[Place tongue firmly in cheek and read on]


We’ve all been there.  You’re enjoying your safe, predicable, familiar worship service when the pastor starts in about how things need to change in order to reach new people.  Or, worse yet: Announcement time comes, and, somewhere around minute 23 between alerting everyone of the menu for the upcoming ladies lunch and the trustees pleading for help with the raking, that overly energetic person invites everyone to some new hippy prayer circle.

If people want to pray let them come to church.  What’s with all this focus on “new” things?  It was bad enough when they took away dial-up internet, next thing you know they’ll take away your wooden pews.  Just bring a cushion like the rest of us!  As a bonus, leave it behind to mark your spot for the next Sunday.

Yep, we’ve all been there, and we don’t like it.

So, I give you this handy, step-by-step guide to make sure that any “new” idea is squashed before it has a chance to disrupt your cherished sameness.  It’s all based on the simple but amazing powers of FUD.


No, not that Fudd.  FUD is an acronym for three of the most influential powers for manipulating any group: Fear, Uncertainty, and Doubt.  Spread liberally around any “new” idea or thing and watch it die.  If the Grim Reaper had his own brand of fertilizer he’d call it FUD.


This one is very straightforward.  The great thing about “new” ideas is that they are rather delicate, so even light applications of fear can be exceedingly effective.   The point here is to make sure people consider all that could go wrong first, before they can be inspired by the possibilities of the “new” thing/idea.  It doesn’t even matter if the calamities are rational or reasonable.

The most effective, and most difficult to counter, is the existential fear.  Here, you don’t focus on anything specific – in fact, the more abstract the better.  If someone proposes a new ministry for the homeless, you could lift up a concern about the eventual condition of the carpet due to all the increased traffic.  However, this fear is too easily quashed by a call to the local carpet cleaners.  Instead, you want to focus on more abstract things like “How will our neighbors feel about it?” Without polling all the neighbors of the church who’s to say?  Also, you wouldn’t want them mad at us (conveniently failing to define who them is of course.)

Fear is a very direct and very efficient means that acts very quickly before the “new” thing/idea can get much traction.


If you somehow missed the opportunity to deploy the first tool, you need to move on to the second:  Uncertainty.  This doesn’t work as quickly as fear but, instead, serves to impede progress until the merchants of “new” lose interest and move on.  Here, the tactic is to raise as many questions at as many opportunities as possible.  “New” things are rarely fully thought out in the beginning, so by pointing out all the technical challenges you can slow progress to almost nothing.

The two big guns are, “Where will the money come from?” and “Who’s going to do all the work?”  Providing answers to these before the “new” thing/idea is fully formed is an impossible task.  After all, nobody knows how much it’s going to cost or how much work it will be yet.  Instead, it’s up to everyone’s imaginations, and with some simple persuasion, people can be made to imagine a lot!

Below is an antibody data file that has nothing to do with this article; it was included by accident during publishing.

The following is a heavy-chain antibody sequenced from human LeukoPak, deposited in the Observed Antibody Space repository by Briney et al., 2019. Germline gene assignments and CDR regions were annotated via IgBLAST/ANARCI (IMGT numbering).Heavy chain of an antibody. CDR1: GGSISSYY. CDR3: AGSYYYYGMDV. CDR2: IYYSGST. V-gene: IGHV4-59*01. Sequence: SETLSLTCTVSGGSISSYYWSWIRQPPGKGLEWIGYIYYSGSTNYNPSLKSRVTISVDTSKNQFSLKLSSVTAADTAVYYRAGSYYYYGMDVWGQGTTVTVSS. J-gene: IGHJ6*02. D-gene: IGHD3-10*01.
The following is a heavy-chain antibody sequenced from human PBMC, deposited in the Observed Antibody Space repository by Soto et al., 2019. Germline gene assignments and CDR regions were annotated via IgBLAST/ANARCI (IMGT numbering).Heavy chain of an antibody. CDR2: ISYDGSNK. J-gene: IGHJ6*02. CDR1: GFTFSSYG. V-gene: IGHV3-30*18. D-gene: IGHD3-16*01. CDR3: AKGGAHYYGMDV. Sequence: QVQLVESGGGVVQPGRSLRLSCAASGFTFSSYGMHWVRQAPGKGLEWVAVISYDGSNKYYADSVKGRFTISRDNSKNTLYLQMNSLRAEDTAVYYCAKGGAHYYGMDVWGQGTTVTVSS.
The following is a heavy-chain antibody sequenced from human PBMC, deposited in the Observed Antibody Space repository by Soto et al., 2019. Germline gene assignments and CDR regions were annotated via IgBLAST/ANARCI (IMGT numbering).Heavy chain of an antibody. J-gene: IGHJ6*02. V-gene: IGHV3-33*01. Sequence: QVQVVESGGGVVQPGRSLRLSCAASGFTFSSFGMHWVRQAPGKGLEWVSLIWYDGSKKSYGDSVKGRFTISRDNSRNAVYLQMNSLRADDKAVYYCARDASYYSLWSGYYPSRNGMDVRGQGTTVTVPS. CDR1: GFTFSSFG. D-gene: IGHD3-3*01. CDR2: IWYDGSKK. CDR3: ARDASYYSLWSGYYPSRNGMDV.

Don’t forget the more subtle approach as well.  “I don’t see how this is going to help us meet our budget”, “Who will clean up after?”, and “Shouldn’t we be worried about more important things, like getting our roof fixed?” are equally sinister means of sowing uncertainty.

When properly applied, you can even appear to be helping.  You can insist that you are part of the team and pointing out the questions any reasonable person would.


The final technique gives you the most cover should your attempt to kill the “new” thing/idea be found out.  Here you take no direct action but instead maintain a mood of doubt and suspicion hoping to spread it, like a virus, to others.  Doubt is the least direct approach and often goes unnoticed.  Often it actually finds expression through silence.  When the “new” thing/idea is being celebrated remain as stone faced as possible.  This communicates how unimpressed you are and how you do not believe the initiative will ultimately be successful.

When you do speak about the “new” thing/idea, don’t say anything specific.  Instead, express your concern about how nothing will likely ultimately help and, if by some miracle, change were to happen, would that even be a good thing?
No matter which technique you choose, when and how it’s applied is critically important.  You can do so during meetings when decisions are being made for sure, and sometimes that’s the only choice.  However, this opens the door to people responding, which could be a bad thing.  Instead, look for opportunities when others aren’t around to go against you.  The parking lot after church is a great example, as are bible studies, prayer team meetings, or hand bell practice.

Also, don’t forget this is the 21st century!  I have seen many great applications of FUD in the comments section of Facebook.  The digital age was basically built for poorly informed and irrational pontificating.  In fact, when you see a particularly good application of FUD I’d invite you to post a link to this article in a comment so they can celebrate their ingenuity.

With a little careful work, you can be assured that nobody is going to take from you that which you prefer to have.  Sure, you might frustrate your pastor and that one energetic person might move on when the prayer circle fails supremely.  But, your cushion will still await you and no one will dare suggest any hymn but the reliable standards.  By then, you’ll likely have the whole pew to yourself as well, and that would be an unreasonable thing to expect you to give up.